The Rector writes ‘As you know we keep Charity Bags at the back of each church for Simon Community, Penny Dinners & Cuan Lee Women’s Refuge. One of you has left behind your lovely watch in one of the bags so if you have lost or mislaid your watch recently, please do check with me as I may have it!
“Gaisce” is the Irish word for “achievement” and the award was established in 1985 under the patronage of the President.
There are three awards; bronze, silver and gold. The most common award for Transition Year students is the Bronze Award as it can be completed over a single school year.
A couple of years ago I set up the ‘Carrigaline Union Transition Scheme’ (CUTYS) to allow some of our young people do their Gaisce with us. This year, Alice Woodworth and Alison Warren-Perry, in pursuit of the Bronze Award, will be helping out with various parish activities for 13 Sundays so do talk to them about the Gaisce Awards and about what they are up to in their Transition Year in Ashton.’
Please help spread the word about our Live Crib event.
It promises to be a very special and unique weekend in the life of our Parish and the
wider Carrigaline Community.
It would be very much appreciated if anyone had time to bring home baking/home produce to the Live Crib next week.
Monkstown Home Group In view of the Advent and Lenten Studies already happening in the parish, the Monkstown Home Group will reconvene in early January 2017 (dates to be advised) for a couple of sessions and then after Easter for three further sessions (dates to be advised) to complete the series. We look forward to welcoming all who are interested to our evenings.
TWINNING NEWS. We are celebrating our 30th Anniversary with Guidel next year. If anyone would like to join us for the week the dates are 24th June to 1st July. For more information contact Olna at 087-9525969.
Nohoval Advent Christmas Concert, Friday 9th December at 8pm. Nohoval Parish Church. Guests: Colin Nichols, Polyphonics, Dan Twomey and Tracton Harp Ensemble. Mince pies and Mulled wine served, and Door Prizes. Tickets €15
Anam Cara, the organisation that supports bereaved parents, is holding its next monthly Parent Evening on Wednesday 7th of December from 19:30 to 21:00 in Brú Columbanus, Cardinal Way, Wilton, Cork. This event is open to all bereaved parents regardless of the age your child died, the circumstances of their death, or whether the death was recent or not.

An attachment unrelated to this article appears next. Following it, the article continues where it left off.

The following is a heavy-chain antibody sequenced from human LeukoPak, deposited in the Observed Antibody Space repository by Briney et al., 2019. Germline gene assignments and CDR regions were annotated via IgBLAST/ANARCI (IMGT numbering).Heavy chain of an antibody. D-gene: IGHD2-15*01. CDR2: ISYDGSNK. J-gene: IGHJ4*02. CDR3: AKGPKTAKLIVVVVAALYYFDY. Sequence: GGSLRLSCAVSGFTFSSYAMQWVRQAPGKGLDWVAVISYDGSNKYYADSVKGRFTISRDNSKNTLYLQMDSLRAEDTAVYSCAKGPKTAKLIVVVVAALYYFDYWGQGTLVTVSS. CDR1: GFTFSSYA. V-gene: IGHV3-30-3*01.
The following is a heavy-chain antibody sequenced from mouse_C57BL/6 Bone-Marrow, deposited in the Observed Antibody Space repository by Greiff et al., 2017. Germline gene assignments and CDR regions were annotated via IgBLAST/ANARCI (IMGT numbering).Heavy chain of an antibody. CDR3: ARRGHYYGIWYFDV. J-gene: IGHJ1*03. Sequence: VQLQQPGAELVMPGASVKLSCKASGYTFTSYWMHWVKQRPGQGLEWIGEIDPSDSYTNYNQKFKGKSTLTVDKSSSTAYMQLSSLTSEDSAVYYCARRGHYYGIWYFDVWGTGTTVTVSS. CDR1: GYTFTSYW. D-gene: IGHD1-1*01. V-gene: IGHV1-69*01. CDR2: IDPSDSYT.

DATES FOR YOUR DIARY
4th Dec St Mary’s School Christmas Fayre in GAA Hall
5th Dec Toddlers plus One 10am
Monday Club 3-5pm Parish Hall
7th Dec Holy Communion 10:30am St Mary’s Church
Advent Talks : ‘Hope’ 8pm Parish Hall
8th Dec Friendship Club/Mothers’ Union Lunch 12:30 Monkstown Golf Club.
10th/11th Dec The Road to Bethlehem, Live Crib, St Mary’s Church
14th Dec Advent Talks : ‘Love’ 8pm Parish Hall
18th Dec Service of 9 Lessons & Carols 4pm St John’s
24th Dec Carols around the Crib Service 4pm St Mary’s
Random Notes CCXIV
Today, the Irish pub is regarded as a social outlet, a view that hasn’t changed since ancient times. Back then, however, the food and drink were provided free of charge.
Under Brehon law, each local King was expected to have his own brewer. These brewers kept premises that were similar to modern hotels, but with free lodgings, entertainment, food and drink to all comers. The brewer kept his job for life, if he obeyed the laws. Owning a premises was regarded as an honour, but occasionally the owners went bankrupt.
If the local King had nobody to provide hospitality to travellers, bards could be commissioned to write scathing satires about his meanness. This led to loss of face, a terrible disgrace under Brehon law.
These buildings had to be located at crossroads, with a door facing each route and torch bearers to greet everyone who passed by. They had to be open 24 hours a day.
It wasn’t only laymen who brewed ale, so did monks. The law said a commoner could drink six pints of ale per day but monks could only have three, except in Jerpoint Abbey, Co. Kilkenny where the Cistercians were allowed eight pints per day.
(It should be noted that the alcohol level was lower than modern ale!)